Over the years, Corsair has developed a name for itself as one of the premiere manufacturers of mechanical gaming keyboards in the market. One could argue that their K70 series is the leading inspiration for gaming keyboard design to today. Their dominance isn’t just limited to physical design, however. RGB illumination and powerful software programming have also defined their keyboards and set them apart from the competition.
Today, we’re looking at a newer entry in the mechanical keys catalog with the K68 RGB. The K68 is more of a budget-entry, but still packs a suite of premium features to please gaming fans. It’s also water and dust resistant with an IP32 rating. We put that to the test. Without further ado, let’s take a close look.
Specifications and Design
- MSRP: $119.99
- Keyboard Size: Standard
- Key Switches: Cherry MX Red
- Keyboard Backlighting: RGB
- Switch Lifespan: 50-million actuations
- Report Rate: 1000Hz
- Matrix: Full Key (NKRO), 100% anti-ghosting
- Water/Dust Resistance: IP32
- Media Keys: Dedicated
- Wrist Rest: Yes
- Cable Type: Tangle-free rubber
- WIN Lock: Yes
- Software: CUE Enabled
- Dimensions: 455mm x 170mm x 39mm
- Weight: 1.41kg
- Warranty: Two years
The K68 arrives in standard Corsair keyboard packaging. The box is rich with feature-highlights and definitely plays up the RGB illumination. This is 2018 and a Corsair product, so that should come as no surprise.
Everything is well packed inside the box. The keyboard ships with the usual plastic dust-sleeves on both the keyboard, cable, and plastic wrist-rest. We also get a pair of small documentation inserts that describe the warranty and unlabeled hotkeys.
Taking it out of the box, it’s here we get the first indicators of how Corsair managed to cut $50 off the price of the K70 RGB. The cable, rather than coming braided, is standard rubber. Likewise, the included wrist-rest is a more lightweight plastic, felt especially in the more flexible arms attaching it to the keyboard’s body. Neither of these are bad, especially when many gaming keyboards don’t include a wrist-rest at all.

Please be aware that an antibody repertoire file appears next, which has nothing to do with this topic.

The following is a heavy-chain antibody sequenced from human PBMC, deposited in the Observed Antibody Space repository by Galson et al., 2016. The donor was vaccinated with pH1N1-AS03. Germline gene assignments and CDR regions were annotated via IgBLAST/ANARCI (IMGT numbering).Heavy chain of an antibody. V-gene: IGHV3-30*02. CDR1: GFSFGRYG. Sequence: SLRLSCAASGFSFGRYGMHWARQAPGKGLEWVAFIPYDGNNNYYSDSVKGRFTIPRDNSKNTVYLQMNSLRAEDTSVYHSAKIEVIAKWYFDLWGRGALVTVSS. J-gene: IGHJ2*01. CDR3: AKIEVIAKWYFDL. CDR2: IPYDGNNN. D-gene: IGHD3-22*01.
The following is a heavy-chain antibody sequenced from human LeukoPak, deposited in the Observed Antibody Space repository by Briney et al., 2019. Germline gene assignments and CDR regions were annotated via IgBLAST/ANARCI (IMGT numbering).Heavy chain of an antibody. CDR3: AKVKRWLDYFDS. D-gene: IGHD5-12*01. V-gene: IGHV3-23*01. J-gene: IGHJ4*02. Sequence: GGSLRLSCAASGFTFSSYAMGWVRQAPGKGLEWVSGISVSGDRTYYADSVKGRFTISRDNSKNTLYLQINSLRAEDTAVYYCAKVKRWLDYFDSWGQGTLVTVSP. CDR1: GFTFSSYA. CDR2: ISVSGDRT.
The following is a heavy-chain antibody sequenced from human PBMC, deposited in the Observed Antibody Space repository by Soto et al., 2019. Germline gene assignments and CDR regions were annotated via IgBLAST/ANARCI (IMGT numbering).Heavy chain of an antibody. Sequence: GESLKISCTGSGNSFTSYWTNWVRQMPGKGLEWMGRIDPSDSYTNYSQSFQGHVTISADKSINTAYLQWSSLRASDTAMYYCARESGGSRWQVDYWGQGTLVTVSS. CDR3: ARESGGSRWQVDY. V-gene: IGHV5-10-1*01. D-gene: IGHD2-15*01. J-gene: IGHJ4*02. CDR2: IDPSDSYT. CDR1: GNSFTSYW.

Subject: General Tech | March 15, 2018 - 08:00 AM | Sebastian Peak
Tagged: speakers, romer-g, mechanical, logitech, keyboard, key switches
Logitech has announced a pair of devices featuring the company’s “LIGHTSYNC” technology, with the new G560 gaming speaker and G513 gaming keyboard. What is LIGHTSYNC? According to Logitech, the technology synchronizes audio and RGB lighting with gameplay, to create a more immersive experience. We have seen a similar concept with the Philips Ambilight TVs, which project lighting onto a rear wall, synchronized with on-screen content to enhance immersion.
How is this new lighting tech implemented with gaming peripherals, exactly? We begin with the G560, which offers plenty of power with a 120W (240W peak) amplifier, and 3D audio effects courtesy of DTS:X Ultra 1.0. As to the LIGHTSYNC implementation, Logitech explains:
“Powered by advanced LIGHTSYNC technology, the Logitech G560 synchronizes brilliant RGB lighting and powerful audio in real time to match on-screen gameplay action. Light and animation effects can be customized across approximately 16.8 million colors, with four lighting zones.”
The G560 offers USB and 3.5mm connectivity, as well as Bluetooth, and Logitech's "Easy-Switch" technology allows for switching between any four connected devices. The included LIGHTSYNC technology works with both video and music.
Next we have the G513 Mechanical Gaming Keyboard, which combines Romer-G switches (your choice of either Romer-G Tactile or Linear), and support for LIGHTSYNC. The Logitech G513 offers a brushed aluminum top case and USB passthrough port, and includes an optional palm rest.
As to pricing, the Logitech G560 PC Gaming Speaker will carry an MSRP of $199.99, with a $149.99 MSRP for the G513 Mechanical Gaming Keyboard. Availability is set for April 2018.
Cherry is one of the most well-known brands in the mechanical keyboard industry. The company, based in Germany, is best known for their MX key switches, which have become the gold standard in the premium keyboard market. As a result of their high standards, tight quality control, and even the occasional scarcity, “genuine Cherry key switches” has become a veritable marketing point on more than a few features lists.